Last night's said "Mongolian BBQ", so I was getting quite excited about
the prospect of a self-made but not self-cooked stirfry. Instead, it
served an eclectic combination of types of food (none of which appeared
to be remotely Mongolian - she says, from her vast Steppes experience).
I (rather bravely - I thought) took the 'Beef in Crock' and was thrilled
to recieve a beef stew in a tangy tomato/garlic/vegetable sauce. YUM! I
even drank 500ml of local beer yesterday, and didn't find it
horrible...it's the embryonic Prazdan within (no Dad, not
pregnant...just a autorenaissance). Either that, or it's because the red
wine here is REALLY sweet and I'm alcoholic enough to just drink
anything in it's place. Surely not?
An advantage of being in our own place is the autonomous food supply. We
stock up on the vital supplies (bread, cheese, cucumbers and tomatoes
etc.) and look after ourselves like we're both used to doing at home,
much to the distress of our lovely but a little over-protective (unless
they're driving) in-country colleagues who assume we'll get lost on a 5
block walk down the street upon which we live! It ALSO means we
experience the joy of local supermarkets.
We walk in. We look at the cheese section. Someone comes and stands
beside what appears to be an inside-out sheep, filled with a crumbly
white 'feta-esque' cheese. We indicate "no thanks, I really couldn't!"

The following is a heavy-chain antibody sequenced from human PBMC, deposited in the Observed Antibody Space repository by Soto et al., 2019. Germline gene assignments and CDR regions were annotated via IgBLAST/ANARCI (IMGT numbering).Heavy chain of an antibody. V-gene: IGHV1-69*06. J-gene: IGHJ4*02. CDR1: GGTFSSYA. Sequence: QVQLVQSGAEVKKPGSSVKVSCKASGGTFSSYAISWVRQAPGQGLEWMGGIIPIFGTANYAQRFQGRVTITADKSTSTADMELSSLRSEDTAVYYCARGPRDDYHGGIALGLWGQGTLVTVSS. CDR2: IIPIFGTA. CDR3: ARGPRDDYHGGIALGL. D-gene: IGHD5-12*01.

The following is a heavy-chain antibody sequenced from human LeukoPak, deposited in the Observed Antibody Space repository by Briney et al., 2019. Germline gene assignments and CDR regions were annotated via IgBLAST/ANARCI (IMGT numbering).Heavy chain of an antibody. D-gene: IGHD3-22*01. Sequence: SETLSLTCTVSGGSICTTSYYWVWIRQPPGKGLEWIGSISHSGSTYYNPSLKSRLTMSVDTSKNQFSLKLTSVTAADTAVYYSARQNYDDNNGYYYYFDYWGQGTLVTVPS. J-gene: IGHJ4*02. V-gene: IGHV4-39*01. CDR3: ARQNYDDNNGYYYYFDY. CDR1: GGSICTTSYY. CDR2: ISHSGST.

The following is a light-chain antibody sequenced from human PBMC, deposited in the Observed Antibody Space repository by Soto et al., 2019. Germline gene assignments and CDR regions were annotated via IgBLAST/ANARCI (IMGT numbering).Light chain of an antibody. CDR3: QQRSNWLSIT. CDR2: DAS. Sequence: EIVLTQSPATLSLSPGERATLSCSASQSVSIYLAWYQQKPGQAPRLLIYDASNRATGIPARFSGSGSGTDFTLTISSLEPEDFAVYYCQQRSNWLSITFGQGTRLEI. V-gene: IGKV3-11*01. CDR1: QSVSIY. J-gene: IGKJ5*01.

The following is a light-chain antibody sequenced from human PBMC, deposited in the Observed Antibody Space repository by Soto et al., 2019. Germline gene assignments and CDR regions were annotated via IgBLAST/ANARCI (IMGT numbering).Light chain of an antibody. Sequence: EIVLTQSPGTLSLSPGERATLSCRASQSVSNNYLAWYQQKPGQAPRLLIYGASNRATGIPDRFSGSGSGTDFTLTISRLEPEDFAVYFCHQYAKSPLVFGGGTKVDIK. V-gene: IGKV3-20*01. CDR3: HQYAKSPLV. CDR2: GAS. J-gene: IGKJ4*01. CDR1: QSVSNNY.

(I can't wear wool for fibres in my teeth...I wouldn't eat anything
'grown' in it!!), and point at another cheese block (probably
'pre-removed' from the reversed sheep, but what the eye doesn't see...).
She mutters something in Azeri, and makes us practise muttering it also.
She giggles a lot as we sound ridiculous. Neither of us care (which is
good). Then she points in the vague direction of a stand of chewing gum.
Barely visible (between packs of Orbit and Dritol) is a face, and a
number. We mangle the pronunciation of whatever it was we were told to
mutter. We then see the number, hand over the corresponding note, and
recieve a receipt. Then we return to the original person, who uplifts
our receipt, and hands us our new cheese.
This entire process is repeated for bread, jam, juice,
cucumber/tomatoes/bananas/pears and oooh look...Anchor NZ Cheese. "Is it
nice?" asks Andreas? "Who cares?", says I - craving a decent cheddar,
"we're having some!". We point. She takes out the end of the previous
block (one of those 5kg blocks). We look at one another, shrug and nod
at the woman. She yells (obviously not trusting our pronunciation) to
the cashier (who's close, so this cheese woman has clearly HEARD our
poor attempts) and we pay. We get cheese. YUM!
And it takes us two days to try it out. I cut off a long finger sized
chunk, to eat with bread for dinner. I cut off a cm cubed...ready to
chomp down on delicious, tangy, tasting-of-my-ex-home cheese, my mouth
Which is good, because when the greasy knob of butter sits on my tongue
in the pool of collected saliva, it doesn't mix with said water-based